The programmed cell death 1 (PD-1) receptor is an inhibitory immune checkpoint that is expressed on T cells and other hematopoietic cells. Upon T cell activation, expression of PD-1 is increased. Once engaged by one of its ligands (PD-L1 or PD-L2), PD-1 recruits SH2 domain-containing phosphatases, leading to T cell inactivation (1). Many tumors have co-opted elements of the PD-1 pathway in an attempt to inactivate tumor-specific T cells to evade immune detection and destruction (1). A growing understanding of this and related mechanisms of tumor immune evasion, together with the development of multiple monoclonal antibodies inhibiting the PD-1 pathway, has resulted in an explosion of clinical trials across many tumor types in recent years. These trials have fundamentally changed the treatment of multiple cancers, including melanoma, non-small cell lung cancer (NSCLC), renal cell carcinoma, and others (2-4).
Classical Hodgkin lymphoma (cHL) is characterized by an unusual tumor environment comprised of rare malignant Reed-Sternberg (RS) cells surrounded by much more numerous immune cells, which are unable to mount an anti-tumor immune response. RS cells maintain this microenvironment by secreting chemokines (CCL5, CCL17, CCL22) which recruit and support a T cell population that is disproportionately composed of Th2 cells and T regulatory cells (5). In addition, RS cells almost uniformly express PD-L1 and PD-L2 which upon binding to PD-1 on tumor-infiltrating lymphocytes can shift tumor-specific T cells to an exhausted phenotype (6). Constitutive expression of PD-1 ligands is driven by very frequent genetic alterations at 9p24.1, which contains genes for both PD-L1 and PD-L2. The locus also includes genes for JAK2 and additional transducers and activators of the JAK2/STAT pathway, which drive further expression of PD-1 ligands (7). Furthermore, EBV infection, which occurs in a sizable minority of cHL patients (5), can itself result in increased PD-1 ligand expression through a separate mechanism (8). In a retrospective analysis of 108 patients with cHL, 99% of patients at diagnosis had a detectable alteration in 9p24.1 including 56% of patients with copy gain and 36% of patients with amplification. A higher level of alteration in 9p24.1 was associated with increased expression of PD-1 ligands as well as inferior PFS with frontline treatment (9).
Clinical trials of PD-1 inhibitors in cHL
Based on compelling preclinical data demonstrating the high frequency of 9p24.1 alterations and the likely importance of the PD-1 pathway in the pathobiology of this tumor, patients with cHL were included as independent cohort expansions on phase I clinical trials of nivolumab and pembrolizumab (Table 1). In both studies, patients were heavily pretreated with the majority having progressed after both brentuximab vedotin (BV) and autologous hematopoietic stem cell transplant (HSCT). The 23 patients enrolled on CHECKMATE-039, the phase I trial of nivolumab, achieved an investigator-assessed overall response rate (ORR) of 87%, including a complete response (CR) rate of 17%. Responses were durable with 35% of patients responding at 1.5 years and a median progression-free survival (PFS) not reached after 101 weeks at the time of last report. All 10 patients with available tissue samples for analysis had copy number alteration in 9p24.1 and increased expression of both PD-L1 and PD-L2 on RS cells (10). KEYNOTE-013, the phase I study of pembrolizumab, reported similar investigator-assessed overall (65%) and CR rates (16%) for 31 cHL participants, with a median PFS of 11.4 months (11). Responses were again durable with a median duration of response (DOR) not yet reached after a median of 24.9 months of follow-up (15). Again, tissue samples from participants showed almost universal expression of PD-L1 (94%) and PD-L2 (90%) on RS cells (11).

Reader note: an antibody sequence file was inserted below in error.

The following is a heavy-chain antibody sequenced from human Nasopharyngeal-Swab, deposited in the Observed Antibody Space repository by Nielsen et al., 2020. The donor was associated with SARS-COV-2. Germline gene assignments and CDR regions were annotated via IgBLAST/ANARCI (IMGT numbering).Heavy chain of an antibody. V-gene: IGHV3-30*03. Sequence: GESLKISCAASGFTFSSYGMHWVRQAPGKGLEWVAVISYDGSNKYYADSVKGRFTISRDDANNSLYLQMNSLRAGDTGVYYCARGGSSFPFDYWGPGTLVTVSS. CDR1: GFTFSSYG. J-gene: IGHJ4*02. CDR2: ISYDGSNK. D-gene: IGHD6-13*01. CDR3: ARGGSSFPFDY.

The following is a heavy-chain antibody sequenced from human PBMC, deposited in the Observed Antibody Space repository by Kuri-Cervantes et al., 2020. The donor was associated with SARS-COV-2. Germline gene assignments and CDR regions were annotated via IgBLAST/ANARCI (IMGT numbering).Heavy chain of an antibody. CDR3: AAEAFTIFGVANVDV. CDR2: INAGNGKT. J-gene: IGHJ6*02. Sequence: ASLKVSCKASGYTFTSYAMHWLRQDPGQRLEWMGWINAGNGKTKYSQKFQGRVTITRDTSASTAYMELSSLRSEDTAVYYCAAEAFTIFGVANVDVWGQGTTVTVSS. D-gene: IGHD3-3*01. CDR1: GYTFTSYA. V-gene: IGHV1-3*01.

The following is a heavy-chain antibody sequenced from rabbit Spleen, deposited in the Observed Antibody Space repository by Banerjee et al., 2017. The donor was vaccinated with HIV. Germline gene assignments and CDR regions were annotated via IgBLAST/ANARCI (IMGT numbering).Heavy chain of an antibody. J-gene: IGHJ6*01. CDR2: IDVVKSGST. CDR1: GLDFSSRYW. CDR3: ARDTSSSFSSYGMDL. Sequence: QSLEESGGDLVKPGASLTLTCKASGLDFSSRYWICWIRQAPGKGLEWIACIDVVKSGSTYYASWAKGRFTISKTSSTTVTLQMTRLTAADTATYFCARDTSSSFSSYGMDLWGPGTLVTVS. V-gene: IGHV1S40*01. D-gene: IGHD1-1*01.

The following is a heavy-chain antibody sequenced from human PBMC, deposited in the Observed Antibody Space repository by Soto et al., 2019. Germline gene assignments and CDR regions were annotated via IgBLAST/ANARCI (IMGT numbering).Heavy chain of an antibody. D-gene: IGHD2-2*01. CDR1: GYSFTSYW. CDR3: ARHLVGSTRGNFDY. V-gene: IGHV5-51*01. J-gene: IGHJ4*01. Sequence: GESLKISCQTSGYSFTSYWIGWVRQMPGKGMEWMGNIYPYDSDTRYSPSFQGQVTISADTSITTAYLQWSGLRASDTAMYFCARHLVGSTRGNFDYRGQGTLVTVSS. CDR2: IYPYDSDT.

|CHECKMATE-039 (10)||KEYNOTE-013 (11)||CHECKMATE-205 (Cohort B) (12)*||Maruyama et al. (13)||KEYNOTE-087 (14)|
|Cohort 1||Cohort 2||Cohort 3|
|Prior autologous HSCT||78%||71%||100%||29%||100%||0%||100%|
|Rate AEs resulting in treatment discontinuation||9%||6%||6%||18%||4%|
|PFS at 6 months||86%||66%||77%||60%||72.4%|
|Median PFS||Not reached||11.4 months||14.8 months||Not reported||Not reached|
|OS||Not reported||100% (at 6 months); 87% (at 12 months)||98.7% (at 6 months); 94.9% (at 12 months)||100% (at 6 months)||99.5% (at 6 months); 97.5% (at 9 months)|
*, Full results of CHECKMATE-205 for cohort A and C have not been published. HSCT, hematopoietic stem cell transplant; AE, adverse event; ORR, overall response rate; CR, complete response; PR, partial response; PFS, progression free survival; OS, overall survival.
These results prompted the initiation of several phase II trials (Table 1). A Japanese phase II trial of 17 patients reported a centrally assessed ORR of 81% with a 25% CR rate (13). The phase II CHECKMATE 205 trial evaluated nivolumab in 243 patients with relapse after autologous HSCT and showed a high response rate regardless of BV treatment history. Among 63 BV-naïve patients in cohort A, the centrally assessed ORR was 65% with a CR rate of 29%, which was similar to cohorts B (ORR 68%, CR 13%) and C (ORR 73%, CR 12%), which enrolled patients with prior BV exposure before or after autologous HSCT. The median PFS for the three cohorts ranged from 12 to 18 months with a median DOR of 15 to 20 months (12,16). The phase II KEYNOTE-087 trial evaluated pembrolizumab in a similar population of patients with relapsed cHL after autologous HSCT, but also included a group of patients who were ineligible for autologous HSCT due to chemo-resistant disease. Among the entire cohort of 210 patients, the centrally assessed ORR was 69% and the CR rate was 22% (14). Notably, the response rates were similar for patients with higher-risk disease including 81 patients who were ineligible for autologous HSCT because of chemo-resistance (ORR 64%, CR 25%) (14) and the overlapping subgroup of 73 patients with primary refractory disease (ORR 80%, CR 23%) (17). Patients who had not achieved a response to BV also appeared to have similar benefit from pembrolizumab with an ORR of 72% (14).